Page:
Dance Dance Devolution: Shutdown Coverage

Chris Cilizza, proving that nothing is too stupid to say to the entire Internet:

So, the shutdown seems damn near inevitable. Distract yourself with our shutdown@ Spotify playlist.

Sure, sure, it’s not like he killed anybody with that tweet. And putting a shutdown playlist together is totally something that we’d do in any newsroom where I worked. But I hope we wouldn’t tell the whole Internet we were doing it and ask them to take it as just as big a joke as we found it, because the stakes aren’t the same for us as they are for the people affected by the shutdown. The black humor you use to get through your day is rarely, if ever, for public consumption.

Twitter’s best use as a news tool may be the ease with which it allows beltway “journalists” to display the amorality that makes “both sides do it” journalism inevitable. They’ve progressed from bitching about their jobs to their co-workers to bitching about them in public, acting like this is all either a giant ironic joke or the biggest chore EVAR. And let’s dial down the drama: Reporters are about to spend a week covering various types of nonsense from Republicans.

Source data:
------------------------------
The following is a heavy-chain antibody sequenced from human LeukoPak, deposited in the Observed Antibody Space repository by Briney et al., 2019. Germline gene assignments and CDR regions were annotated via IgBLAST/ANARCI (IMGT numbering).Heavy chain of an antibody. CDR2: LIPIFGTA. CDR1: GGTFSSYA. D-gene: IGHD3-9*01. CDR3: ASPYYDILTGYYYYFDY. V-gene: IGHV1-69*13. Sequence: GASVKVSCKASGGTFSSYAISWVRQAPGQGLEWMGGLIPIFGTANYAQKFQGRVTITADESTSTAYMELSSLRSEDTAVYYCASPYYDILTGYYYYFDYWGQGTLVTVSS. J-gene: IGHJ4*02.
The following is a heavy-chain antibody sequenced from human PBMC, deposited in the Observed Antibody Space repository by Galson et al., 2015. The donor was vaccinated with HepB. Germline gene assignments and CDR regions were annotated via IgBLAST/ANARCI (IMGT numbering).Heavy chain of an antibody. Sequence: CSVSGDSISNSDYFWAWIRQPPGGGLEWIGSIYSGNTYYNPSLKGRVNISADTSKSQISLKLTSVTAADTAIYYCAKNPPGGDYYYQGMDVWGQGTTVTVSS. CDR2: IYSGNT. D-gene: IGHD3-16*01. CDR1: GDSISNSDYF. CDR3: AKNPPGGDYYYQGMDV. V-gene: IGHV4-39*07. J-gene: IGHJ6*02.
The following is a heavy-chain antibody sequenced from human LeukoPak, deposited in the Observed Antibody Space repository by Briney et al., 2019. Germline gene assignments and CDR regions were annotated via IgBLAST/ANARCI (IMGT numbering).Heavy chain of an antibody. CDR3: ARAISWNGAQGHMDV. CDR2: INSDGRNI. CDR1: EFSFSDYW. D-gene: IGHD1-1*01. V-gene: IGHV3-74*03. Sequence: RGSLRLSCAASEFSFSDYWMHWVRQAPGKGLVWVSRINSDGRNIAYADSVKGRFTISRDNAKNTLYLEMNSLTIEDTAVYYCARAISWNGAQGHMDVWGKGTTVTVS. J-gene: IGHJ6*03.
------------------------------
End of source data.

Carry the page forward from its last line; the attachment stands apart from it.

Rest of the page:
People without health insurance or paychecks are about to get sick and starve.

Not that you’d know it from’s homepage these days:



These are all stories displayed alongside coverage of a government shutdown, coverage that relies almost entirely on statements from various public officials and stock market analysts. Glad to see even that isn’t getting in the way of stories like what the “top brand” is and if young ladies should be showing their titties in pictures.

These are the things we’ve chosen to care about, right now. These are the things we’ve made a priority. No wonder Cilizza thinks a dance party is the best way to cope with the shutdown. They have no idea anything else might be happening. They have no clue what this looks like from anywhere but where they are.